If there was ever a one product company …

… it’s Apple.

In my long life I’ve lived through the creation of Apple back when I was at HP. Back then Apple seemed like a stupid idea, especially among “professional” software types. Then, of course, for a while, they were a skyrocket, proving all the doubters wrong. Then their arrogance took them down again. Then, amazing Jobs saved them (with a big cash boost from Gates). Then they got innovative again, and, boom, they blew up the market with the iPhone (really initially the iPod, which I still very much prefer over their phones).

Then both Jobs died and the world began to stabilize. New innovation was hard to come by in the phone business, which rapidly was becoming Apple’s only business. Whereas once before they had gone from computers and music to something amazing, now they were retreating, doing better versions of same-old, same-old. Where was something new? Come on, is every thing worth inventing been done? Not likely. But when you make billions from all your groupies buying another version, in a different color, of the same, once innovative, product, why bother innovating.

What is Apple doing with those billions of profits? Why aren’t their engineers coming up with something new.

Actually I know the answer.

Once I joined the most successful, most rapid growth division in HP. I won’t say which. Hewlett, himself, had a rule to spend 10% of revenues on R&D. But when a division has a single hit product, 10% of revenues means lots of engineers hired and competing for the “next thing”. Internal politics replaces innovation in the marketplace.

So now Apple has a hoard of marketing people who can’t figure out what to do, except generate new ads. Depending on being a “fashion” statement works for a while, but it also burns out. Why do even Apple groupies have to go spend money to replace their perfectly fine phone with a new one just because it has new colors or a different form factor, or even something real, like a potent new processor that no one actually needs, since there is zero innovation in the apps, which like Apple, are just milking their installed base.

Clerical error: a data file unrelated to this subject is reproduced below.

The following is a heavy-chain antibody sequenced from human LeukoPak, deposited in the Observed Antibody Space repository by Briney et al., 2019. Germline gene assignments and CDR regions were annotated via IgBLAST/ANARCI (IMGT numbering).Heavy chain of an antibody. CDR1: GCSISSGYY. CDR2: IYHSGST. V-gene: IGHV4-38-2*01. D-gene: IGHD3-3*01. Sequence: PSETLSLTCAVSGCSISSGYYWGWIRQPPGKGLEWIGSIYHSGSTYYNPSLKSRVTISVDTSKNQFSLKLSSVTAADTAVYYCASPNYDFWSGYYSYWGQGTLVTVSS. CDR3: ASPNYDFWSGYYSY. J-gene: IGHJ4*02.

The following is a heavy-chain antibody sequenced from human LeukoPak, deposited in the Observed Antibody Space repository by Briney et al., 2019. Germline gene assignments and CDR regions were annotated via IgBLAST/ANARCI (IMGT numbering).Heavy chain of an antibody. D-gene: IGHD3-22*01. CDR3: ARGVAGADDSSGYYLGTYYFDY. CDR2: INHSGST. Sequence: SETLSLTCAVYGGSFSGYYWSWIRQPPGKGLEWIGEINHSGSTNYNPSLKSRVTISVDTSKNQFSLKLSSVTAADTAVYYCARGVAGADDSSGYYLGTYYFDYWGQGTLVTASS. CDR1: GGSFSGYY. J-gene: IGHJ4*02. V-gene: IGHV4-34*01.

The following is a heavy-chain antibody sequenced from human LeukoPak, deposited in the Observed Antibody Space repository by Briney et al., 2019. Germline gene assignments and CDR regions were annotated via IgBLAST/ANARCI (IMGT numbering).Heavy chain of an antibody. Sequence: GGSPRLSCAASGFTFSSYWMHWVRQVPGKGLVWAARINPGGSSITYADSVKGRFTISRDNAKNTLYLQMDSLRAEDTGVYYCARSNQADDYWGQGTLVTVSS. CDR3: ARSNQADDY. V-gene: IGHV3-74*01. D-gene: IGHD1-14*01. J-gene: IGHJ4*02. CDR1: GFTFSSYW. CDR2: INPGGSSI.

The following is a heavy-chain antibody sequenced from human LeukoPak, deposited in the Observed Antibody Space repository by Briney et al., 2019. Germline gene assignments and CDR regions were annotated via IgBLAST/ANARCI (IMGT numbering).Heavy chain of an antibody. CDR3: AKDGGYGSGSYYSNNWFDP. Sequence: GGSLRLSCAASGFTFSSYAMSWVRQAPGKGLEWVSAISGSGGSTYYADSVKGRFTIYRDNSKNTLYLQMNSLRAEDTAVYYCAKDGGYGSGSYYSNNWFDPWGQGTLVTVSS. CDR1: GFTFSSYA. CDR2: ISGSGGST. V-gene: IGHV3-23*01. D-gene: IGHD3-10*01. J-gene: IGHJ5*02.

So now Apple is another boring company trying to hype its stock with anything at all that increase revenues (i.e. price increases) or a ton of excuses why everything, outside their control, is going wrong (aren’t managers supposed to predict externalities?)

So now the birds are coming home to roost. A company based on being a fashion statement no longer can command its current customers to throw out last year’s model and buy a new model, that for almost all of them, does nothing they couldn’t do before. Sheesh, how hard is it to hook up on Facebook or Instagram – does anyone need a new processor or more RAM or a better display to do the same-old, same-old.

The only thing that amazes me is that stock analysts are now beginning to believe that Apple isn’t headed for the stars, that more gains in stock price are now questionable. DUH, it took you this long to figure out this is a shell game! So much for being the next trillion dollar company with more same-old, same-old. The loyal Apple fans are basically the same as Trump fans, no matter what shit is being peddled, they’ll be eating it. But that doesn’t quite, at least in the case of Apple, keep the net revenues on the upward climb the securities analysts expect. Too bad the voters in America don’t judge Trump at least as much as they judge Apple.

In my life I’ve had numerous interactions with Apple. And for a while they were a silly nobody. Then they became, for me, the hero of Silicon Valley, fighting off the Borg of Seattle. Then they got arrogant and were hard to defend. Then the Borge, at least in my interactions, got not so bad. Then all of this became irrelevant with Facebook taking over, not just as the Borg, but the Evil Empire. So neither of the main factions that defined my life (let’s ignore HP as a nonstarter despite my investment there).

So now Microsoft is on the mend and catching up with what really matters and Apple is still trying to figure out why a new color or a new shape of a hyped over-priced snob item isn’t working any more.



About dmill96

old fat (but now getting trim and fit) guy, who used to create software in Silicon Valley (almost before it was called that), who used to go backpacking and bicycling and cross-country skiing and now geodashes, drives AWD in Wyoming, takes pictures, and writes long blog posts and does xizquvjyk.
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